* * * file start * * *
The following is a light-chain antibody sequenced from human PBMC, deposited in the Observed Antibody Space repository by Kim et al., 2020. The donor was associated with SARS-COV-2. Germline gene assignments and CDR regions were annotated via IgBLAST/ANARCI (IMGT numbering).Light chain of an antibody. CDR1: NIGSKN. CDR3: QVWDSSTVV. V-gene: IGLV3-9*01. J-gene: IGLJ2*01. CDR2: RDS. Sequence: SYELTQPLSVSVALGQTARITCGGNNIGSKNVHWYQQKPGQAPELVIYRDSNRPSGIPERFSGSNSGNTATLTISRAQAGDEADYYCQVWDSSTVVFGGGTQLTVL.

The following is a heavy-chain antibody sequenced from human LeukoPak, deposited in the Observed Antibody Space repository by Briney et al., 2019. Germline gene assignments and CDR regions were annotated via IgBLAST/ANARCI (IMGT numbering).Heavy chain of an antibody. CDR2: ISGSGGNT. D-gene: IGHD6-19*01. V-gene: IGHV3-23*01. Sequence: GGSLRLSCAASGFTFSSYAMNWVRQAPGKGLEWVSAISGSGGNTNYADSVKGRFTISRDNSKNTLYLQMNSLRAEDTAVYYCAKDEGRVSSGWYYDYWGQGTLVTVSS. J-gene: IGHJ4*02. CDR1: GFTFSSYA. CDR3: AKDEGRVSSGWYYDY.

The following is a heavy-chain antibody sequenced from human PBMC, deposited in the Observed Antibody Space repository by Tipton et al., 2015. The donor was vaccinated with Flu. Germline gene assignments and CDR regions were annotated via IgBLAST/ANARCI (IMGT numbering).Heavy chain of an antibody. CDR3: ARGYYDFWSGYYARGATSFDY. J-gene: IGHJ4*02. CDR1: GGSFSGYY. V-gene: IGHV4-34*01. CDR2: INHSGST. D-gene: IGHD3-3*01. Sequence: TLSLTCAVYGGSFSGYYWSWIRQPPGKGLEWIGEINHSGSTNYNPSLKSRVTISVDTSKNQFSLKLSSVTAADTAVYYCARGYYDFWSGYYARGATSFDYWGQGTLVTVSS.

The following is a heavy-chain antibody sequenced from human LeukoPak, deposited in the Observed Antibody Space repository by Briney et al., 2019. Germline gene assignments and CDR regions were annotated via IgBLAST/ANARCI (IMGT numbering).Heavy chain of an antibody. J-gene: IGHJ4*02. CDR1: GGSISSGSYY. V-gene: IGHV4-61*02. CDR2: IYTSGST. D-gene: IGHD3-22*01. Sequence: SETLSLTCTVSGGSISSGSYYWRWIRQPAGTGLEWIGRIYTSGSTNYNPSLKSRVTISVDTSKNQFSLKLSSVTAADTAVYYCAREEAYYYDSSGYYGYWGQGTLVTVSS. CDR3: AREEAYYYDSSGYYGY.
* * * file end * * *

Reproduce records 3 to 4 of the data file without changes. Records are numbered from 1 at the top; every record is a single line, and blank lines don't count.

The following is a heavy-chain antibody sequenced from human PBMC, deposited in the Observed Antibody Space repository by Tipton et al., 2015. The donor was vaccinated with Flu. Germline gene assignments and CDR regions were annotated via IgBLAST/ANARCI (IMGT numbering).Heavy chain of an antibody. CDR3: ARGYYDFWSGYYARGATSFDY. J-gene: IGHJ4*02. CDR1: GGSFSGYY. V-gene: IGHV4-34*01. CDR2: INHSGST. D-gene: IGHD3-3*01. Sequence: TLSLTCAVYGGSFSGYYWSWIRQPPGKGLEWIGEINHSGSTNYNPSLKSRVTISVDTSKNQFSLKLSSVTAADTAVYYCARGYYDFWSGYYARGATSFDYWGQGTLVTVSS.

The following is a heavy-chain antibody sequenced from human LeukoPak, deposited in the Observed Antibody Space repository by Briney et al., 2019. Germline gene assignments and CDR regions were annotated via IgBLAST/ANARCI (IMGT numbering).Heavy chain of an antibody. J-gene: IGHJ4*02. CDR1: GGSISSGSYY. V-gene: IGHV4-61*02. CDR2: IYTSGST. D-gene: IGHD3-22*01. Sequence: SETLSLTCTVSGGSISSGSYYWRWIRQPAGTGLEWIGRIYTSGSTNYNPSLKSRVTISVDTSKNQFSLKLSSVTAADTAVYYCAREEAYYYDSSGYYGYWGQGTLVTVSS. CDR3: AREEAYYYDSSGYYGY.